Alcohol Use and Motorcycle Accident Causation in Thailand and Los Angeles 2005-32-0003
Motorcycle accident cause factors in two studies - one in Los Angeles (1976-77) and one in Thailand (1999-2000) are compared. In both, teams of investigators conducted detailed on-scene investigation immediately after each crash, then reconstructed each and identified the cause factors. Rider alcohol use was significantly higher in Thailand than Los Angeles (37% vs. 12%). Alcohol-involved crashes were remarkably similar in both studies, with higher rates of rider error, inattention, red light violations, loss of control and single-vehicle crashes (usually with the motorcycle running off the road). In contrast, non-alcohol crashes were very different in the two study areas. In Los Angeles, car drivers were most often responsible for multi-vehicle crashes and usually said they hadn't seen the motorcycle. Thailand drivers rarely said they hadn't seen the motorcycle. This difference in motorcycle detection may be due to the high frequency of motorcycles in Thailand traffic (about 1 in 3) compared to Los Angeles (about 1 in 200). Other global factors such as congestion and expectations about other drivers' behavior appeared influence accident causation.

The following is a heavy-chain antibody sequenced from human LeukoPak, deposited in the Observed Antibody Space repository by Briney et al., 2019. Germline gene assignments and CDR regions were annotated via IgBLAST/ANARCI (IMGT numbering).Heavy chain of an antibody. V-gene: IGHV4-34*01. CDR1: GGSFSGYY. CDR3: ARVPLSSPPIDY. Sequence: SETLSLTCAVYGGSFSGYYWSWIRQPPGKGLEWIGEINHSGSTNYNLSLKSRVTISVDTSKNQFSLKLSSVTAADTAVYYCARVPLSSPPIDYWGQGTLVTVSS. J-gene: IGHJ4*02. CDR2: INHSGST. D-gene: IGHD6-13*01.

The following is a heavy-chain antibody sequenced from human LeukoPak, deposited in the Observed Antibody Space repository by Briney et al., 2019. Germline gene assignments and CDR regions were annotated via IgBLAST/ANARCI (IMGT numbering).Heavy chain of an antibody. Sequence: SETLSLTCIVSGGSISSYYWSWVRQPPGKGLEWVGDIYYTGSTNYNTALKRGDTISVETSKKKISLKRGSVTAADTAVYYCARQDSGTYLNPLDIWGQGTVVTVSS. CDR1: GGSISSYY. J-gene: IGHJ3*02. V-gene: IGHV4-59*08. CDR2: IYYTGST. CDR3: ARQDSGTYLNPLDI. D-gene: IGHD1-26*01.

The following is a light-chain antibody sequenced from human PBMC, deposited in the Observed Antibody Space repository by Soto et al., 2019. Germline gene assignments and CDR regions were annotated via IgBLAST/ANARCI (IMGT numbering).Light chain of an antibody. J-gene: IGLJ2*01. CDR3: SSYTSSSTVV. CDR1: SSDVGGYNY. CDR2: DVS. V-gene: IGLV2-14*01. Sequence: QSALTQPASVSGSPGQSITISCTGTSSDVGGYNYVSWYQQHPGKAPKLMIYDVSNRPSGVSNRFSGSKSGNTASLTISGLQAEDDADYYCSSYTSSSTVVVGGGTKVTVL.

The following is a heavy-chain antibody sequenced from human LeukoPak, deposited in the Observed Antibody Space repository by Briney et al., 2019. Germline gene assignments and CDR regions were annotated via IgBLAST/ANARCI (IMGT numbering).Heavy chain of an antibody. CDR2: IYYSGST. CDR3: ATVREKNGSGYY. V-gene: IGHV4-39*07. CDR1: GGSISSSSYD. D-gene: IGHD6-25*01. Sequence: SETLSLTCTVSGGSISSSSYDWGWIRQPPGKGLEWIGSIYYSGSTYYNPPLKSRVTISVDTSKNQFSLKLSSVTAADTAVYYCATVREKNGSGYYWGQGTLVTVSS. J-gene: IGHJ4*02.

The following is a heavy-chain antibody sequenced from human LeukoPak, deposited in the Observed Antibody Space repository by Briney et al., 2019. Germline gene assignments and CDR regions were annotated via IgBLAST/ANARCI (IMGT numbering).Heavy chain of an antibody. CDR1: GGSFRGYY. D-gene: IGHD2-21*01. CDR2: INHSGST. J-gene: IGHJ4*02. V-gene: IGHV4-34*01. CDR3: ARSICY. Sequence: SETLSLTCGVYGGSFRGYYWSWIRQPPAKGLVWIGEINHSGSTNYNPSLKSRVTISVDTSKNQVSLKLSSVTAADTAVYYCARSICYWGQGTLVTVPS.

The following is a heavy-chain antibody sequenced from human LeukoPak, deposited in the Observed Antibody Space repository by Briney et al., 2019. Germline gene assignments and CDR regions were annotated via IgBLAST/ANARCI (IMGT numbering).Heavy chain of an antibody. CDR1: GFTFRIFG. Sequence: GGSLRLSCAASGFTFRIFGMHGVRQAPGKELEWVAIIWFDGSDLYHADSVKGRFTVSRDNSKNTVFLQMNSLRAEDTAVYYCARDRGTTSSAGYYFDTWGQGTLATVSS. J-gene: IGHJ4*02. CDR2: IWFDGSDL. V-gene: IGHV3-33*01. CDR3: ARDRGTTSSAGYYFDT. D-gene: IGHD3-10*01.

Vira KASANTIKUL, James V. OUELLET
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